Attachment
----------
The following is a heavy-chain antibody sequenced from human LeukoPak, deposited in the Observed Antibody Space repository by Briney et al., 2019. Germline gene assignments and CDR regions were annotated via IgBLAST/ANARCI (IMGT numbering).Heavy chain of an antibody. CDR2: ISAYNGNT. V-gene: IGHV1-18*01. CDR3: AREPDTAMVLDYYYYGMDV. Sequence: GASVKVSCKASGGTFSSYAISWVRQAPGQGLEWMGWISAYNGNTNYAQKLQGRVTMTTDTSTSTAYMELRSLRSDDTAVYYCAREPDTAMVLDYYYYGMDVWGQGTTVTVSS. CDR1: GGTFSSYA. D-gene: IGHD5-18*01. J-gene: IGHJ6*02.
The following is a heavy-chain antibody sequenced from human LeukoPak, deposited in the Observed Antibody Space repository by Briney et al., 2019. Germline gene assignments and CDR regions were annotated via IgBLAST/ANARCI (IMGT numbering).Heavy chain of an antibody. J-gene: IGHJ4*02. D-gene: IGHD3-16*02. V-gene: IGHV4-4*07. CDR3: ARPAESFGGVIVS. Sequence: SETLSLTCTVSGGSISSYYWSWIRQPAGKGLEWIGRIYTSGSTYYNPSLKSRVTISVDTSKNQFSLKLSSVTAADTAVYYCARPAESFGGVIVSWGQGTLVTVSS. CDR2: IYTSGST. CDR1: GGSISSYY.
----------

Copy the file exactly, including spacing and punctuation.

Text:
The following is a heavy-chain antibody sequenced from human LeukoPak, deposited in the Observed Antibody Space repository by Briney et al., 2019. Germline gene assignments and CDR regions were annotated via IgBLAST/ANARCI (IMGT numbering).Heavy chain of an antibody. CDR2: ISAYNGNT. V-gene: IGHV1-18*01. CDR3: AREPDTAMVLDYYYYGMDV. Sequence: GASVKVSCKASGGTFSSYAISWVRQAPGQGLEWMGWISAYNGNTNYAQKLQGRVTMTTDTSTSTAYMELRSLRSDDTAVYYCAREPDTAMVLDYYYYGMDVWGQGTTVTVSS. CDR1: GGTFSSYA. D-gene: IGHD5-18*01. J-gene: IGHJ6*02.
The following is a heavy-chain antibody sequenced from human LeukoPak, deposited in the Observed Antibody Space repository by Briney et al., 2019. Germline gene assignments and CDR regions were annotated via IgBLAST/ANARCI (IMGT numbering).Heavy chain of an antibody. J-gene: IGHJ4*02. D-gene: IGHD3-16*02. V-gene: IGHV4-4*07. CDR3: ARPAESFGGVIVS. Sequence: SETLSLTCTVSGGSISSYYWSWIRQPAGKGLEWIGRIYTSGSTYYNPSLKSRVTISVDTSKNQFSLKLSSVTAADTAVYYCARPAESFGGVIVSWGQGTLVTVSS. CDR2: IYTSGST. CDR1: GGSISSYY.